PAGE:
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An investigation into the digestibility of chitosan by human colonic bacteria.

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  • Biology
  • Pharmacology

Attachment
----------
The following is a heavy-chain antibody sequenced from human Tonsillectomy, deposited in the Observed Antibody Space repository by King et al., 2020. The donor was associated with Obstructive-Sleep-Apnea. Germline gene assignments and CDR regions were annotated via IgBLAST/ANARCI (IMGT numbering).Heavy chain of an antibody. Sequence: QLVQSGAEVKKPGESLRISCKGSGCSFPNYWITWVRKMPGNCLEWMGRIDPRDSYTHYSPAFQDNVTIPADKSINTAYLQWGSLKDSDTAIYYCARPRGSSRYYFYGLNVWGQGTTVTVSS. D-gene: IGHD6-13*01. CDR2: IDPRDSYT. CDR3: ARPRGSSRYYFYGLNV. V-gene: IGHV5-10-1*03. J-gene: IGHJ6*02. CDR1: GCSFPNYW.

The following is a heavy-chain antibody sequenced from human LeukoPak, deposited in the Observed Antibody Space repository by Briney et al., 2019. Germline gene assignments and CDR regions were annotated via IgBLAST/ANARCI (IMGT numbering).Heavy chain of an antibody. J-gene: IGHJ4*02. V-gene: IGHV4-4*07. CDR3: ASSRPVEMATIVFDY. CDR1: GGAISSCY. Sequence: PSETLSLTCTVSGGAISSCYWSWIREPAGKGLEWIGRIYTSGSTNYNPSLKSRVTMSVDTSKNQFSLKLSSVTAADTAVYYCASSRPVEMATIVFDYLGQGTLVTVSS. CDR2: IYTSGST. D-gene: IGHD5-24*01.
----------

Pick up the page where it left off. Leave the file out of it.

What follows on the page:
An Investigation into the Digestibility of Chitosan and Cross-Linked Chitosan by Human Colonic Bacteria An Investigation into the Digestibility of Chitosan by Human Colonic Bacteria Emma L. McConnell, Abdul W. Basit, Sudaxshina Murdan Department of Pharmaceutics, The School of Pharmacy, 29-39 Brunswick Square, London, UK, WC1N, 1AX [email protected] Abstract: The suitability of chitosan (non-crosslinked and crosslinked by glutaraldehyde) for colonic drug delivery was assessed by incubation of chitosan films in human faecal slurry and assessment of the film’s disappearance with time. It was found that non-crosslinked chitosan, was digested by colonic bacteria, but crosslinked chitosan was not. Introduction: Polysaccharides, such as amylose, guar gum, pectin and chitosan (Basit, 2005) are increasingly being investigated for the delivery of drugs to the colon. An essential feature of these potential drug delivery systems is non-degradation by small intestinal digestive enzymes, but digestion by the enzymes produced by the colonic microflora. Thus, they should prevent drug release in the small intestine, and allow drug release in the colon. Chitosan is being investigated as it is biodegradable, biocompatible and has low oral toxicity. There are several investigations into the suitability of chitosan for colonic delivery (Tozaki et al., 1997; Zambito et al., 2005) but all investigations to date have used rat caecal contents to assess the colonic release. This may not be directly comparable to human colonic contents or faecal material. Work has shown that chitosan is degraded to different extents in different species, such as dogs (Okamoto et al., 2001), rabbits, hens and sheep (Hirano et al., 1990). Hence, it cannot be assumed that chitosan is sufficiently digested by human colonic microflora. Before investigating the potential of chitosan as a coloni

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